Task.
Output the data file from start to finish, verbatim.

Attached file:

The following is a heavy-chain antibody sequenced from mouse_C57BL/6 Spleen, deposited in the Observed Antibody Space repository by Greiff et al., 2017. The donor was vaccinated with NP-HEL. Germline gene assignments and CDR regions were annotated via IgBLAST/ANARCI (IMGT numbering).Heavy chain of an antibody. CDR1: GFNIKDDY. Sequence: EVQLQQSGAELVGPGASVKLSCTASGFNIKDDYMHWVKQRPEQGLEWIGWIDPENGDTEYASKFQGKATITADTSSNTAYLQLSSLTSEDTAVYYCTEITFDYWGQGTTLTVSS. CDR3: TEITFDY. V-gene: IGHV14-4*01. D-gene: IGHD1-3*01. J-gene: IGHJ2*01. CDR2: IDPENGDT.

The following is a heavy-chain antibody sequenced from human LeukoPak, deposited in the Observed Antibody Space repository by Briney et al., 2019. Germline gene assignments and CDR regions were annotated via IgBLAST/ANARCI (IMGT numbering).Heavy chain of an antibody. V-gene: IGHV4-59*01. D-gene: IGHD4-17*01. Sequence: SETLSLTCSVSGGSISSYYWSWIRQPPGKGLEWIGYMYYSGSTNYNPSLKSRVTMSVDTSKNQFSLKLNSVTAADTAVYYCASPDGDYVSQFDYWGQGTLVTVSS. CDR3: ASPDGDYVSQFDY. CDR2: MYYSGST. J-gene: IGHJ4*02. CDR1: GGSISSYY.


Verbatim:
The following is a heavy-chain antibody sequenced from mouse_C57BL/6 Spleen, deposited in the Observed Antibody Space repository by Greiff et al., 2017. The donor was vaccinated with NP-HEL. Germline gene assignments and CDR regions were annotated via IgBLAST/ANARCI (IMGT numbering).Heavy chain of an antibody. CDR1: GFNIKDDY. Sequence: EVQLQQSGAELVGPGASVKLSCTASGFNIKDDYMHWVKQRPEQGLEWIGWIDPENGDTEYASKFQGKATITADTSSNTAYLQLSSLTSEDTAVYYCTEITFDYWGQGTTLTVSS. CDR3: TEITFDY. V-gene: IGHV14-4*01. D-gene: IGHD1-3*01. J-gene: IGHJ2*01. CDR2: IDPENGDT.

The following is a heavy-chain antibody sequenced from human LeukoPak, deposited in the Observed Antibody Space repository by Briney et al., 2019. Germline gene assignments and CDR regions were annotated via IgBLAST/ANARCI (IMGT numbering).Heavy chain of an antibody. V-gene: IGHV4-59*01. D-gene: IGHD4-17*01. Sequence: SETLSLTCSVSGGSISSYYWSWIRQPPGKGLEWIGYMYYSGSTNYNPSLKSRVTMSVDTSKNQFSLKLNSVTAADTAVYYCASPDGDYVSQFDYWGQGTLVTVSS. CDR3: ASPDGDYVSQFDY. CDR2: MYYSGST. J-gene: IGHJ4*02. CDR1: GGSISSYY.